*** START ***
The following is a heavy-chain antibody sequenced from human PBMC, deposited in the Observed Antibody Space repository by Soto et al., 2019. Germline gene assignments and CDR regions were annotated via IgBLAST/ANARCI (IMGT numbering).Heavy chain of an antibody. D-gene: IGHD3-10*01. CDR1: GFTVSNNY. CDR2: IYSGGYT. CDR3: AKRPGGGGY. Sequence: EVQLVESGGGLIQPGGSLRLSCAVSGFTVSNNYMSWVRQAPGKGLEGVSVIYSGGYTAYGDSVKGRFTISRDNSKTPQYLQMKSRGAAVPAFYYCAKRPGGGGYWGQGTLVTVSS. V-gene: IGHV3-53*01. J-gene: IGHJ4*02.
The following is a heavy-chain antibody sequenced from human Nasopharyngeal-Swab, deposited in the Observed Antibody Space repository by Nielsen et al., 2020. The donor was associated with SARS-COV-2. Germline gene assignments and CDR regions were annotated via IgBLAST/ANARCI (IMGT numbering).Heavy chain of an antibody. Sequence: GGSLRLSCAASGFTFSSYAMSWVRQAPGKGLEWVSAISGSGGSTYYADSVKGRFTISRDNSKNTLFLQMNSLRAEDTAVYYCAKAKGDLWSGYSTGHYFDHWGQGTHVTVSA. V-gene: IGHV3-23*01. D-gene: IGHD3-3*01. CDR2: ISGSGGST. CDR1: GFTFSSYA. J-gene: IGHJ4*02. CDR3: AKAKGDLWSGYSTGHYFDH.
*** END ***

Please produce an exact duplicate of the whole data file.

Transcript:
The following is a heavy-chain antibody sequenced from human PBMC, deposited in the Observed Antibody Space repository by Soto et al., 2019. Germline gene assignments and CDR regions were annotated via IgBLAST/ANARCI (IMGT numbering).Heavy chain of an antibody. D-gene: IGHD3-10*01. CDR1: GFTVSNNY. CDR2: IYSGGYT. CDR3: AKRPGGGGY. Sequence: EVQLVESGGGLIQPGGSLRLSCAVSGFTVSNNYMSWVRQAPGKGLEGVSVIYSGGYTAYGDSVKGRFTISRDNSKTPQYLQMKSRGAAVPAFYYCAKRPGGGGYWGQGTLVTVSS. V-gene: IGHV3-53*01. J-gene: IGHJ4*02.
The following is a heavy-chain antibody sequenced from human Nasopharyngeal-Swab, deposited in the Observed Antibody Space repository by Nielsen et al., 2020. The donor was associated with SARS-COV-2. Germline gene assignments and CDR regions were annotated via IgBLAST/ANARCI (IMGT numbering).Heavy chain of an antibody. Sequence: GGSLRLSCAASGFTFSSYAMSWVRQAPGKGLEWVSAISGSGGSTYYADSVKGRFTISRDNSKNTLFLQMNSLRAEDTAVYYCAKAKGDLWSGYSTGHYFDHWGQGTHVTVSA. V-gene: IGHV3-23*01. D-gene: IGHD3-3*01. CDR2: ISGSGGST. CDR1: GFTFSSYA. J-gene: IGHJ4*02. CDR3: AKAKGDLWSGYSTGHYFDH.